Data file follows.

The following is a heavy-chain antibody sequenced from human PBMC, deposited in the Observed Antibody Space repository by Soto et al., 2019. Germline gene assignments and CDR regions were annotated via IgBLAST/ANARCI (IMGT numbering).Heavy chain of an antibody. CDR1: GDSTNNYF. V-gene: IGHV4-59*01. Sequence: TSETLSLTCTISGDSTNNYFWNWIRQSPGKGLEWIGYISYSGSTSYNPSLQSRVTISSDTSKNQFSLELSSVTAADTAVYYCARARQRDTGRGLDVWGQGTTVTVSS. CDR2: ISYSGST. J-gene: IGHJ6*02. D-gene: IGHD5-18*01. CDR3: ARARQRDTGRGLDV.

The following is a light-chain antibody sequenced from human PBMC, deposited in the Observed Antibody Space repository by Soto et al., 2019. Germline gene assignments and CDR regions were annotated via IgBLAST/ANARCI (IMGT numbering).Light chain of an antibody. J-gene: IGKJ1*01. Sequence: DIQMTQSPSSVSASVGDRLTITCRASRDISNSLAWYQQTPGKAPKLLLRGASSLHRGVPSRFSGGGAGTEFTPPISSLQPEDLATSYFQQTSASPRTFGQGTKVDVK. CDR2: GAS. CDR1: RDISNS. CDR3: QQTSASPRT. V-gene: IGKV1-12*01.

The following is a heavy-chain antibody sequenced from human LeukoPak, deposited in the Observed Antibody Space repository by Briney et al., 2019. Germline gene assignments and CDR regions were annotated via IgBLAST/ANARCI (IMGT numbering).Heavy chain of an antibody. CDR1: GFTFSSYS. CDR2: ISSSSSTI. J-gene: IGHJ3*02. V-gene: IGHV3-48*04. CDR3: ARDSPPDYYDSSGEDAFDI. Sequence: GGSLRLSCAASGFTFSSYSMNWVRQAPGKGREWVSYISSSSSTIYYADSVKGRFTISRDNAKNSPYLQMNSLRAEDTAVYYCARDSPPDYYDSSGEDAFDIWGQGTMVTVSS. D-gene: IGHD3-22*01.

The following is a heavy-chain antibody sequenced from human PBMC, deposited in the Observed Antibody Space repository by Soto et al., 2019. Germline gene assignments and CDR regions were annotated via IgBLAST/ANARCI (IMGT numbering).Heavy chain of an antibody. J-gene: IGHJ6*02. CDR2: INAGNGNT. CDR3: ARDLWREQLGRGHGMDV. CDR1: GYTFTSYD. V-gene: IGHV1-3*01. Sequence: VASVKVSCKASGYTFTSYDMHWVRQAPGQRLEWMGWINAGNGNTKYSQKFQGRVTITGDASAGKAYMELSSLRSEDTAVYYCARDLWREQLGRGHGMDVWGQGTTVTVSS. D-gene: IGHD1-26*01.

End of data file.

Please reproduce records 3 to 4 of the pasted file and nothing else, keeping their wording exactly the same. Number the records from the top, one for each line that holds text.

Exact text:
The following is a heavy-chain antibody sequenced from human LeukoPak, deposited in the Observed Antibody Space repository by Briney et al., 2019. Germline gene assignments and CDR regions were annotated via IgBLAST/ANARCI (IMGT numbering).Heavy chain of an antibody. CDR1: GFTFSSYS. CDR2: ISSSSSTI. J-gene: IGHJ3*02. V-gene: IGHV3-48*04. CDR3: ARDSPPDYYDSSGEDAFDI. Sequence: GGSLRLSCAASGFTFSSYSMNWVRQAPGKGREWVSYISSSSSTIYYADSVKGRFTISRDNAKNSPYLQMNSLRAEDTAVYYCARDSPPDYYDSSGEDAFDIWGQGTMVTVSS. D-gene: IGHD3-22*01.

The following is a heavy-chain antibody sequenced from human PBMC, deposited in the Observed Antibody Space repository by Soto et al., 2019. Germline gene assignments and CDR regions were annotated via IgBLAST/ANARCI (IMGT numbering).Heavy chain of an antibody. J-gene: IGHJ6*02. CDR2: INAGNGNT. CDR3: ARDLWREQLGRGHGMDV. CDR1: GYTFTSYD. V-gene: IGHV1-3*01. Sequence: VASVKVSCKASGYTFTSYDMHWVRQAPGQRLEWMGWINAGNGNTKYSQKFQGRVTITGDASAGKAYMELSSLRSEDTAVYYCARDLWREQLGRGHGMDVWGQGTTVTVSS. D-gene: IGHD1-26*01.